Signing a commercial lease for your business can be a complex negotiation to navigate. Unlike a residential lease for an apartment or a house, a commercial lease involves many components that can affect your company’s future bottom line. Having a real estate attorney decipher the details of your contract to help you broker the right deal can be invaluable.
What questions should you ask your real estate attorney before signing a commercial lease? Here’s a look at some of the provisions that should be examined for the best negotiation.
What Is Included in the Rent? Is It Gross or Net Rent?
Commercial rent is more than just a base monthly fee. Your rent is a fixed monthly amount (often called base rent) plus, in most cases, other operating expenses, taxes, insurance, and other landlord fees. Your lease should detail when future increases are scheduled to occur so that you know what your costs will be during the term of the lease.
Additionally, it’s important to know if your rent is gross or net. Gross rent means the landlord covers any operating costs for the term of the lease. This can include utilities, taxes, and insurance. Net rent requires the tenant to pay for a portion or all of the landlord’s operating expenses.
To protect your position, it is wise to ensure any net lease you sign contains a concession that permits you to audit your landlord to ensure you are being charged fairly.
It is also important to understand the responsibilities of the parties related to the maintenance of the property.
For example, which party is responsible for replacing the HVAC unit if it needs replacement? This is an expensive maintenance item and it is common to be able to shift this cost to the landlord.
Is the Space Turn-Key Ready?
Your lease term should outline whether the space needs some improvements or is “turn-key” ready and can be used immediately. If the space is not ready, your real estate attorney can negotiate the details to be included in a tenant improvement allowance.
The tenant improvement allowance is an allowance by the landlord given to the tenant for improving the premises; it is usually given on a per square foot basis and in the form of either a rent credit or a lump sum payment.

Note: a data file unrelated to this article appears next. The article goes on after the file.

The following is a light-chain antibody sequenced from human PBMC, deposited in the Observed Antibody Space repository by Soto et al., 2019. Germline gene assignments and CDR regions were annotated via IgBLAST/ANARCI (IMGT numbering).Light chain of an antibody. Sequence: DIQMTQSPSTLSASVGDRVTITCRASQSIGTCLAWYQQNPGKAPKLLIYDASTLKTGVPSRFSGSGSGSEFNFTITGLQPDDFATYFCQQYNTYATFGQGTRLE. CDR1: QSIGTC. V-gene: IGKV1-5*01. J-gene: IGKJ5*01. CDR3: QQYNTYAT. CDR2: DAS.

It’s important to understand the parameters regarding the tenant improvement allowance and the steps necessary to obtain the allowance from the landlord following the completion of the improvements.
In a market that favors tenants, a landlord is often more likely to rent to a tenant who requests a detailed improvement allowance.
What Are My Renewal Rights?
Moving when you don’t want to is a hassle. You want your commercial lease to outline a procedure that gives you the chance to renew your lease before the space is offered to anyone else. This can be done by including a renewal option for an additional term in the lease.
Is Rent Abatement for Interruption of Use Included?
In the event of a casualty like a hurricane or a fire, a rent abatement states the landlord will reduce the rental fees or temporarily waive them. Many landlords require tenants to purchase insurance to cover the potential loss of use of the space.
Is There an Exclusive Use Provision?
An exclusive use provision in a commercial lease is a clause that prevents a landlord from leasing space within the same complex or building to your direct competitors. Protecting your business from competition within the same complex as yours is an important consideration for any lease.
Do I Have Expansion Rights?
Your business may grow. With expansion rights, details are outlined to determine what will happen if you need more space within the building in the future. Can the landlord provide it, and if so, how?
Protecting your rights through a properly negotiated commercial lease is important for the future health of your business. A real estate attorney can walk you through your contract to explain each element and negotiate with your landlord to secure a deal that protects your future.
Contact Cipparone & Cipparone today to request a free consultation with a real estate attorney specializing in protecting small businesses’ rights to secure your future stability.
**This blog is for general informational purposes only. Cipparone & Cipparone, P.A. does not distribute legal advice through this blog. As such, this blog does not constitute legal or other professional advice, and no attorney-client relationship is created between the reader and Cipparone & Cipparone, P.A.Tags: Business Law, commercial real estate
Categorized in: Real Estate Law